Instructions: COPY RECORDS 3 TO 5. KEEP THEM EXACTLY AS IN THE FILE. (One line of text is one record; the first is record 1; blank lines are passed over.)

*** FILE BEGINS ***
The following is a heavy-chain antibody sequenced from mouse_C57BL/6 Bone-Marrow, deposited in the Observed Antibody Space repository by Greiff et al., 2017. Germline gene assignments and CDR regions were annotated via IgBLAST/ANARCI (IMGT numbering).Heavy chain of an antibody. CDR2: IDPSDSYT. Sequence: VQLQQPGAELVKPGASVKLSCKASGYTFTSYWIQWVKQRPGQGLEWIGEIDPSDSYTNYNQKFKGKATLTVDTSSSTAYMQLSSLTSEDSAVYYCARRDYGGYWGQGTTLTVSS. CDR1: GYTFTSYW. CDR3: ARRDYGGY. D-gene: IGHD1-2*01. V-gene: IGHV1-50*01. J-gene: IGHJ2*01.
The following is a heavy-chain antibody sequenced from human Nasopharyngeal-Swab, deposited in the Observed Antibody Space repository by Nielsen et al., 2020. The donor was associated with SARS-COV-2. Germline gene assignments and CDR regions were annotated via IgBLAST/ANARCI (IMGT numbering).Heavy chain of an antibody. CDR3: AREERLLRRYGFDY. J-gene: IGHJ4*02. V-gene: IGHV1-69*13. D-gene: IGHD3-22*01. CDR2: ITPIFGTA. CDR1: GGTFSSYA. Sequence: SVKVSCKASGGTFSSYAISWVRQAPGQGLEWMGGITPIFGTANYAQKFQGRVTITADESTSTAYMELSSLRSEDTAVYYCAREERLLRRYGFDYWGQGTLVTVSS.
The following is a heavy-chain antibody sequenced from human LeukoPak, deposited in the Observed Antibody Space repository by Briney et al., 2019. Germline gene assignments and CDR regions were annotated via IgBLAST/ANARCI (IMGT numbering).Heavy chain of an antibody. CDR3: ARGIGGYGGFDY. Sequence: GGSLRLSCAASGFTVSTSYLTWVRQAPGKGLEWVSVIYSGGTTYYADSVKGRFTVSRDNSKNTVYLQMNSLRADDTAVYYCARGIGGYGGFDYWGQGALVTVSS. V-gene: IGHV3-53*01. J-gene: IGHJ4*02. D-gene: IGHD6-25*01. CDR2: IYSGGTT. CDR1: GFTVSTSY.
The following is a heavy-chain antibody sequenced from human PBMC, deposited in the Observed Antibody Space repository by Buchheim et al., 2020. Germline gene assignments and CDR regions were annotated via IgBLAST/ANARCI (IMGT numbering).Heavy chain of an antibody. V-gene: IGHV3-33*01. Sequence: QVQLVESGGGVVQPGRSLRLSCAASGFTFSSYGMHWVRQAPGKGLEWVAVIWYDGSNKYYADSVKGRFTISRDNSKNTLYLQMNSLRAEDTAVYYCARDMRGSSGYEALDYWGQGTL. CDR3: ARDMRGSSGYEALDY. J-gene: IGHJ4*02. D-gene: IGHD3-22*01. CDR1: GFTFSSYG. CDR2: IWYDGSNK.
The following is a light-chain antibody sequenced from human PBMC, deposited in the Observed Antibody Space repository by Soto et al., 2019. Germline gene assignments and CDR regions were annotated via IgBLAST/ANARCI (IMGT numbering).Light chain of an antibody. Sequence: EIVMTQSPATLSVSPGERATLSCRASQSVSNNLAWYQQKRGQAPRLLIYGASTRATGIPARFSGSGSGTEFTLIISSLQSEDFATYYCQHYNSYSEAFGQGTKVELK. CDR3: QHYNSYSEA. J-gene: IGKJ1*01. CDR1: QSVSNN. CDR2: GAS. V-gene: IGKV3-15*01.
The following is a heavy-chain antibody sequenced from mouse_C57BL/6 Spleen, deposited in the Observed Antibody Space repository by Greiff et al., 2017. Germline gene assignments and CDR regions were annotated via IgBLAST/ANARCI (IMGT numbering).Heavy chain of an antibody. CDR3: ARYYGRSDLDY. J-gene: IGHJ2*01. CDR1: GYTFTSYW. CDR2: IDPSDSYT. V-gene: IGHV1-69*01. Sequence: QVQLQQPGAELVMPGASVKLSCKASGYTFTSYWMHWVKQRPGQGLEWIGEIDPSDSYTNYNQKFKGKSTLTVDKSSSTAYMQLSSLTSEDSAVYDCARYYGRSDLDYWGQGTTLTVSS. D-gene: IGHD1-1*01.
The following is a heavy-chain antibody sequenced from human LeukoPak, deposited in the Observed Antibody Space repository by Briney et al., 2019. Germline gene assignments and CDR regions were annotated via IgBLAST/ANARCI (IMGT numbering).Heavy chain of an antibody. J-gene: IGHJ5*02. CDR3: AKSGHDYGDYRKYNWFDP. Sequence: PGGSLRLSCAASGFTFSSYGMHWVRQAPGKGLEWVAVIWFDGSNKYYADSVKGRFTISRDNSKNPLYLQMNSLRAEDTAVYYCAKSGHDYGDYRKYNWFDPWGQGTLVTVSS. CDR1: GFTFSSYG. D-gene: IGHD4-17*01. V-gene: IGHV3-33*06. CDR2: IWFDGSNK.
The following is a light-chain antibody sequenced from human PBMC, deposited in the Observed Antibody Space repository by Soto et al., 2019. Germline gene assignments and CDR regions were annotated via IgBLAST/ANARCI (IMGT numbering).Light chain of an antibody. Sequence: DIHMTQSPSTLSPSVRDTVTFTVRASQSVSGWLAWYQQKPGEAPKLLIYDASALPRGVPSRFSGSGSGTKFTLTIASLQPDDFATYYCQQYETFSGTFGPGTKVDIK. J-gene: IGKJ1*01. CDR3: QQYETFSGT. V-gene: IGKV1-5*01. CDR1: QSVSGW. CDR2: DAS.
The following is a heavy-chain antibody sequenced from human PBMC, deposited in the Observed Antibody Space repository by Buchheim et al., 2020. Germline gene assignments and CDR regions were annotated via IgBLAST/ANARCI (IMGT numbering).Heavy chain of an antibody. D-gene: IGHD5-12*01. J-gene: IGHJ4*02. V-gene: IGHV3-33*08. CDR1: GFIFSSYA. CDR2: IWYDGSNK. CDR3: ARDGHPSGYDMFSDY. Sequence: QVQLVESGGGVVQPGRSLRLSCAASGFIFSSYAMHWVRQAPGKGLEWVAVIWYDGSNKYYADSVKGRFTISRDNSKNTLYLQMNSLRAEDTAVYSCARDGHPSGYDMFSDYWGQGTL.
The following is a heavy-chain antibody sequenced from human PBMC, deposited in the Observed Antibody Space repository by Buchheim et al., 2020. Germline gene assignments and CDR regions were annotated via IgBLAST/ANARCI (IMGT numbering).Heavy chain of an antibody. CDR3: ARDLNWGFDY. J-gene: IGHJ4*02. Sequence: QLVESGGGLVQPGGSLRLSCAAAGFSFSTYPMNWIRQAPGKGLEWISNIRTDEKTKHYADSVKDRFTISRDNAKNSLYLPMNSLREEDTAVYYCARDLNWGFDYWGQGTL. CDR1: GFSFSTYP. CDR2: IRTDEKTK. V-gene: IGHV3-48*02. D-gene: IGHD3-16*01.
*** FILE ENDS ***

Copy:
The following is a heavy-chain antibody sequenced from human LeukoPak, deposited in the Observed Antibody Space repository by Briney et al., 2019. Germline gene assignments and CDR regions were annotated via IgBLAST/ANARCI (IMGT numbering).Heavy chain of an antibody. CDR3: ARGIGGYGGFDY. Sequence: GGSLRLSCAASGFTVSTSYLTWVRQAPGKGLEWVSVIYSGGTTYYADSVKGRFTVSRDNSKNTVYLQMNSLRADDTAVYYCARGIGGYGGFDYWGQGALVTVSS. V-gene: IGHV3-53*01. J-gene: IGHJ4*02. D-gene: IGHD6-25*01. CDR2: IYSGGTT. CDR1: GFTVSTSY.
The following is a heavy-chain antibody sequenced from human PBMC, deposited in the Observed Antibody Space repository by Buchheim et al., 2020. Germline gene assignments and CDR regions were annotated via IgBLAST/ANARCI (IMGT numbering).Heavy chain of an antibody. V-gene: IGHV3-33*01. Sequence: QVQLVESGGGVVQPGRSLRLSCAASGFTFSSYGMHWVRQAPGKGLEWVAVIWYDGSNKYYADSVKGRFTISRDNSKNTLYLQMNSLRAEDTAVYYCARDMRGSSGYEALDYWGQGTL. CDR3: ARDMRGSSGYEALDY. J-gene: IGHJ4*02. D-gene: IGHD3-22*01. CDR1: GFTFSSYG. CDR2: IWYDGSNK.
The following is a light-chain antibody sequenced from human PBMC, deposited in the Observed Antibody Space repository by Soto et al., 2019. Germline gene assignments and CDR regions were annotated via IgBLAST/ANARCI (IMGT numbering).Light chain of an antibody. Sequence: EIVMTQSPATLSVSPGERATLSCRASQSVSNNLAWYQQKRGQAPRLLIYGASTRATGIPARFSGSGSGTEFTLIISSLQSEDFATYYCQHYNSYSEAFGQGTKVELK. CDR3: QHYNSYSEA. J-gene: IGKJ1*01. CDR1: QSVSNN. CDR2: GAS. V-gene: IGKV3-15*01.